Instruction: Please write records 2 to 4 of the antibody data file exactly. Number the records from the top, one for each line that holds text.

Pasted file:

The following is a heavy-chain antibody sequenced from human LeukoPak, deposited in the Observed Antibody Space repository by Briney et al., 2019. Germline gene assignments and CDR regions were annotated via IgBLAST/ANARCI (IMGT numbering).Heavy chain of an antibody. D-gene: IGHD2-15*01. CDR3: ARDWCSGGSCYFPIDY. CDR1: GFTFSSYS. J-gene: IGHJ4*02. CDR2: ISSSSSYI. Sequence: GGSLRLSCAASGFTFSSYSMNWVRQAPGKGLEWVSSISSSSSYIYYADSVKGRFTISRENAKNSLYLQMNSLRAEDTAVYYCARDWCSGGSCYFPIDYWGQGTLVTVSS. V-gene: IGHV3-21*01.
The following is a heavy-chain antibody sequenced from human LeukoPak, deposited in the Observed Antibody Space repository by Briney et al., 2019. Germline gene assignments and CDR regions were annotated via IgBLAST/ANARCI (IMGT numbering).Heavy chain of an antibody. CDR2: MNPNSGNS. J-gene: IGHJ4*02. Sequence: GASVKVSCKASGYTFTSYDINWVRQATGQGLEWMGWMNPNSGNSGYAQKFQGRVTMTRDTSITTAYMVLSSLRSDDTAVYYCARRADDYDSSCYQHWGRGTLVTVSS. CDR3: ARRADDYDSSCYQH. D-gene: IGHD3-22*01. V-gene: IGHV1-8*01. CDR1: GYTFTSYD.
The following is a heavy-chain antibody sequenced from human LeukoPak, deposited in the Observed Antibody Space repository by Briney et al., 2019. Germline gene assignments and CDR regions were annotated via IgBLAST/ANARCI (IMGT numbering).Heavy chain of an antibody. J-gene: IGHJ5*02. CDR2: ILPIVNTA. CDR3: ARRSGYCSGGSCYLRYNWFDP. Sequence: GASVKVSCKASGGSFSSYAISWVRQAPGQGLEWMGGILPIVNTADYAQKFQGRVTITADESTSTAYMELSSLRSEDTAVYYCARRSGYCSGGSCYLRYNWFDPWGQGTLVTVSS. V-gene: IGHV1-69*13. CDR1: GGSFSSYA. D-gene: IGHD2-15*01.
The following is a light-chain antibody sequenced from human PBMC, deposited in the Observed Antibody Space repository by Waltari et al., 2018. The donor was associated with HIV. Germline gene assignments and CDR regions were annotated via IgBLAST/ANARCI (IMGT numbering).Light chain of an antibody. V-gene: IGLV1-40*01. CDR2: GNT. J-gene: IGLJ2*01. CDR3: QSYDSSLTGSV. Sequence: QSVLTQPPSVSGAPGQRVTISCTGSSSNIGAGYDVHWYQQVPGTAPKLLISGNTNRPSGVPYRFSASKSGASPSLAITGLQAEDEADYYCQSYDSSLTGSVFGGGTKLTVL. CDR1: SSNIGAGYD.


The following is a heavy-chain antibody sequenced from human LeukoPak, deposited in the Observed Antibody Space repository by Briney et al., 2019. Germline gene assignments and CDR regions were annotated via IgBLAST/ANARCI (IMGT numbering).Heavy chain of an antibody. CDR2: MNPNSGNS. J-gene: IGHJ4*02. Sequence: GASVKVSCKASGYTFTSYDINWVRQATGQGLEWMGWMNPNSGNSGYAQKFQGRVTMTRDTSITTAYMVLSSLRSDDTAVYYCARRADDYDSSCYQHWGRGTLVTVSS. CDR3: ARRADDYDSSCYQH. D-gene: IGHD3-22*01. V-gene: IGHV1-8*01. CDR1: GYTFTSYD.
The following is a heavy-chain antibody sequenced from human LeukoPak, deposited in the Observed Antibody Space repository by Briney et al., 2019. Germline gene assignments and CDR regions were annotated via IgBLAST/ANARCI (IMGT numbering).Heavy chain of an antibody. J-gene: IGHJ5*02. CDR2: ILPIVNTA. CDR3: ARRSGYCSGGSCYLRYNWFDP. Sequence: GASVKVSCKASGGSFSSYAISWVRQAPGQGLEWMGGILPIVNTADYAQKFQGRVTITADESTSTAYMELSSLRSEDTAVYYCARRSGYCSGGSCYLRYNWFDPWGQGTLVTVSS. V-gene: IGHV1-69*13. CDR1: GGSFSSYA. D-gene: IGHD2-15*01.
The following is a light-chain antibody sequenced from human PBMC, deposited in the Observed Antibody Space repository by Waltari et al., 2018. The donor was associated with HIV. Germline gene assignments and CDR regions were annotated via IgBLAST/ANARCI (IMGT numbering).Light chain of an antibody. V-gene: IGLV1-40*01. CDR2: GNT. J-gene: IGLJ2*01. CDR3: QSYDSSLTGSV. Sequence: QSVLTQPPSVSGAPGQRVTISCTGSSSNIGAGYDVHWYQQVPGTAPKLLISGNTNRPSGVPYRFSASKSGASPSLAITGLQAEDEADYYCQSYDSSLTGSVFGGGTKLTVL. CDR1: SSNIGAGYD.